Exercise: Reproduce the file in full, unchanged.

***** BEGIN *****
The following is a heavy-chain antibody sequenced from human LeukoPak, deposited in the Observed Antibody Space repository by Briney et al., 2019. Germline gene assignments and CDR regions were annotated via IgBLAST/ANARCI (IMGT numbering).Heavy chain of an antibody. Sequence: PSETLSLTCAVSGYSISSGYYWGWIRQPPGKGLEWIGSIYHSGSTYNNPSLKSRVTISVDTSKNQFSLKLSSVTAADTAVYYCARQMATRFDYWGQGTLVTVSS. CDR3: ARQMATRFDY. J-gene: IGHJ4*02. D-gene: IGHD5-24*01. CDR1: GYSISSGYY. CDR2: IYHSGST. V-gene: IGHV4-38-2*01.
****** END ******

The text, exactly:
The following is a heavy-chain antibody sequenced from human LeukoPak, deposited in the Observed Antibody Space repository by Briney et al., 2019. Germline gene assignments and CDR regions were annotated via IgBLAST/ANARCI (IMGT numbering).Heavy chain of an antibody. Sequence: PSETLSLTCAVSGYSISSGYYWGWIRQPPGKGLEWIGSIYHSGSTYNNPSLKSRVTISVDTSKNQFSLKLSSVTAADTAVYYCARQMATRFDYWGQGTLVTVSS. CDR3: ARQMATRFDY. J-gene: IGHJ4*02. D-gene: IGHD5-24*01. CDR1: GYSISSGYY. CDR2: IYHSGST. V-gene: IGHV4-38-2*01.